Michigan School District to Turn All Schools into Charters

When hit with a fiscal crisis, Highland Park turned to the same solution that many companies take advantage of when they are attempting to save money: outsourcing. Starting next fall, the district — one of the lowest-performing in the entire state of Michigan — will turn over the operation of all its schools to a for-profit charter company.

The decision will affect three schools and nearly 1,000 students. City leaders explained that the drastic step was necessary for the city to avoid complete financial collapse.

The sudden announcement has raised concerns among the local parents. But the concern was mixed with relief, since many had begun to doubt if the town could scrape together enough money to keep the schools operating at all.

The company slated to take over the schools, Leona Group LLC, sought to address these concerns at a public meeting held last week. The company representatives who spoke reassured parents that their first priority is improving the academic outcomes of Highland kids.

And the kids could use the help. Over the last several years, more than 75% of the district students failed the state reading exam, and nearly 90% failed the test in mathematics. The situation in the district's only high school is even more dire. Not a single student tested at grade level in mathematics, and a paltry 10% were found to be proficient in English.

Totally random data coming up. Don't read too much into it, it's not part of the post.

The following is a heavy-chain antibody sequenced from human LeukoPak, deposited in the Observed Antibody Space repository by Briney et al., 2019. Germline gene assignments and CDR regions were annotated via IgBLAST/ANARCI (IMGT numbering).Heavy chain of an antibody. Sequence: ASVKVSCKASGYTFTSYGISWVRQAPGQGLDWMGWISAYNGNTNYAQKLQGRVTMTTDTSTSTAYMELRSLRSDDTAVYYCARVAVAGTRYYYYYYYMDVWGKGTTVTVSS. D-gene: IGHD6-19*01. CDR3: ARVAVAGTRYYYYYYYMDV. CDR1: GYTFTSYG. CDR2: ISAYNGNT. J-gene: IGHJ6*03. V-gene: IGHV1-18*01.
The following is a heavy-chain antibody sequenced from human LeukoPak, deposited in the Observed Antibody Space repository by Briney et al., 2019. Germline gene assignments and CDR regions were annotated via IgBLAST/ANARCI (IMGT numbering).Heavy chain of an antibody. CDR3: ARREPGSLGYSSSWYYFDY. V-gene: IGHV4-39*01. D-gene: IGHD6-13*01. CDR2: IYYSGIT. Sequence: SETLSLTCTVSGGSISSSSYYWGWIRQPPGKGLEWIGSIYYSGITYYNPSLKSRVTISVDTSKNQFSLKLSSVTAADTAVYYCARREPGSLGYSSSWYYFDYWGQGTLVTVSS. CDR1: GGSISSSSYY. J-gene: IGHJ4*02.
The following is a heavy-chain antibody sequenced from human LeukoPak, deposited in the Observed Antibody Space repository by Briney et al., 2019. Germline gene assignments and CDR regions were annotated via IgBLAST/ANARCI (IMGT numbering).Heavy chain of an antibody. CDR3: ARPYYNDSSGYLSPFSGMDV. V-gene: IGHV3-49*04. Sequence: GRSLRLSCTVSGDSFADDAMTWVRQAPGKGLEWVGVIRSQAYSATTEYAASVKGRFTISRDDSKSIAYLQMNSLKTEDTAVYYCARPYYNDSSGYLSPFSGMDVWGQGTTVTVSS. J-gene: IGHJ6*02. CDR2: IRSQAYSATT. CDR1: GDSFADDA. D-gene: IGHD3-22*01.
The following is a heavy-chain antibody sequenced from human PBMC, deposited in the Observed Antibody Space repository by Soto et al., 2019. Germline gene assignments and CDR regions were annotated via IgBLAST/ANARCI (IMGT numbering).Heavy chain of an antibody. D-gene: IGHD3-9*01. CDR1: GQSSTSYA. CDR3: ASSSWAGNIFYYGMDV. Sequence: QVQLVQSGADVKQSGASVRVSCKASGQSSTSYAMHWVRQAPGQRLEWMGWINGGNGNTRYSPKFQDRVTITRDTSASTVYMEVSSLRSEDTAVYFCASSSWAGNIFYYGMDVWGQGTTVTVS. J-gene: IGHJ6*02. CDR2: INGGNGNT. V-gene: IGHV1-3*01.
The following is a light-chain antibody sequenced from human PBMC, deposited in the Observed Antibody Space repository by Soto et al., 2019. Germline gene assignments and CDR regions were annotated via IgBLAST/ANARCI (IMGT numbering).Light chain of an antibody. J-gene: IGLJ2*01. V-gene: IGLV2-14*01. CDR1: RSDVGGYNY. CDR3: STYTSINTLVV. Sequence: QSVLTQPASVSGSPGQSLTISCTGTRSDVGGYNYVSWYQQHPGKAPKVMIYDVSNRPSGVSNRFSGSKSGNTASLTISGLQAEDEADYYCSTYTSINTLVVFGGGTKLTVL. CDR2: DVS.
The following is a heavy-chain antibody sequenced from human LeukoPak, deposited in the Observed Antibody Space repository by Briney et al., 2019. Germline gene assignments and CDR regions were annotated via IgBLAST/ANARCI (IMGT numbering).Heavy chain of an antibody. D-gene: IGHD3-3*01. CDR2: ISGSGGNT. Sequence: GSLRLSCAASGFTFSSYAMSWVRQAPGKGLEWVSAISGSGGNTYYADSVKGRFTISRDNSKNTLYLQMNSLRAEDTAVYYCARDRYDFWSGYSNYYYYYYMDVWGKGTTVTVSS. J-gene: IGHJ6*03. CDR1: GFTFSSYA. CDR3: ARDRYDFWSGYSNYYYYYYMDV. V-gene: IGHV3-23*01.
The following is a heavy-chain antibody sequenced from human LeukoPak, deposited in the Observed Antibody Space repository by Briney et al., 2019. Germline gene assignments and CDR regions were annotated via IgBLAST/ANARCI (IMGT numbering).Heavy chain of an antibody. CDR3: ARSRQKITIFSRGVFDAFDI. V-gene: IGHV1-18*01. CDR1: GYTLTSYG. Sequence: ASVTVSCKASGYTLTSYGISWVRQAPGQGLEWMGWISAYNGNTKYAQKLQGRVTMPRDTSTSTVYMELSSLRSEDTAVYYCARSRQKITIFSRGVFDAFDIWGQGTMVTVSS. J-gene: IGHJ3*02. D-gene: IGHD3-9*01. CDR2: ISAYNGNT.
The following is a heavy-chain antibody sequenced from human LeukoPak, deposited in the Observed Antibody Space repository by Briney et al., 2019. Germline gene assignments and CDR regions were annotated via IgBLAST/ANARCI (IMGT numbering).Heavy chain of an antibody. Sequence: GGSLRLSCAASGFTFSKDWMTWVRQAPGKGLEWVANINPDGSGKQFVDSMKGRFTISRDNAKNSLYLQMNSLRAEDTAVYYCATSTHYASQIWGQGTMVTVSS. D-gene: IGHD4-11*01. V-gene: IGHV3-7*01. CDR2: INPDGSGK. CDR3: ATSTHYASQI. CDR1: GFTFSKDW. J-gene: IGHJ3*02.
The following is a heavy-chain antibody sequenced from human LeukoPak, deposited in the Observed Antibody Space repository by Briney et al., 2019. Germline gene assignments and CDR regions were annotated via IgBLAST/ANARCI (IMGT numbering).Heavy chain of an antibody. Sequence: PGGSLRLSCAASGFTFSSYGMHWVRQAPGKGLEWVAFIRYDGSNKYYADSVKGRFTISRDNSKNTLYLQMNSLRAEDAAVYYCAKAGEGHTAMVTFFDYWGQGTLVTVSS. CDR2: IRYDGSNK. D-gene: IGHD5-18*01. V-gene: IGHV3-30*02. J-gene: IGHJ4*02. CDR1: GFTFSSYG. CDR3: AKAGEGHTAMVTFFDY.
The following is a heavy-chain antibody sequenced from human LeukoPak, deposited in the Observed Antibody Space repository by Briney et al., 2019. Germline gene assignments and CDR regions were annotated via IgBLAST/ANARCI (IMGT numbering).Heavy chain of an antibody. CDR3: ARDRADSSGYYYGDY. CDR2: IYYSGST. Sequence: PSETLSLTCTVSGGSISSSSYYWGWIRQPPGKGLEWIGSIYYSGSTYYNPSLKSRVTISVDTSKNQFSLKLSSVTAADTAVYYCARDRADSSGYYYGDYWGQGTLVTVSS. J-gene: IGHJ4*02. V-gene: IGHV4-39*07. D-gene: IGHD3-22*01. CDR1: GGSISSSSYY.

"I have a lot of questions, but I'm hopeful that it will turn out for the best," Cynthia Gresham, a school volunteer and parent of an incoming senior at Highland Park Community High School, said at the meeting.

Districts nationwide are trying radical approaches to shake up financially and academically troubled schools, including dismissing the entire staff or turning several schools over to outside groups to run.

Highland is only the second district in Michigan to try such a radical approach to fix a broken education system, but around the country, districts in several states have done the same thing. In particular, a number of school districts in Georgia replaced all their public schools with charters when attempts to negotiate with the unions over teacher salaries and class-size limits failed.

 In those cases, the district administration generally remains in place and oversees schools, but each school creates a council of teachers and parents that make hiring and budget decisions. New Orleans has taken one of the most extreme approaches by converting most of its schools to charters and allowing students to use state-funded vouchers to attend private schools.

Charter schools—public schools run by outside entities using taxpayer funds—are free from many administrative constraints, including union contracts, and typically spend less than traditional schools per student.

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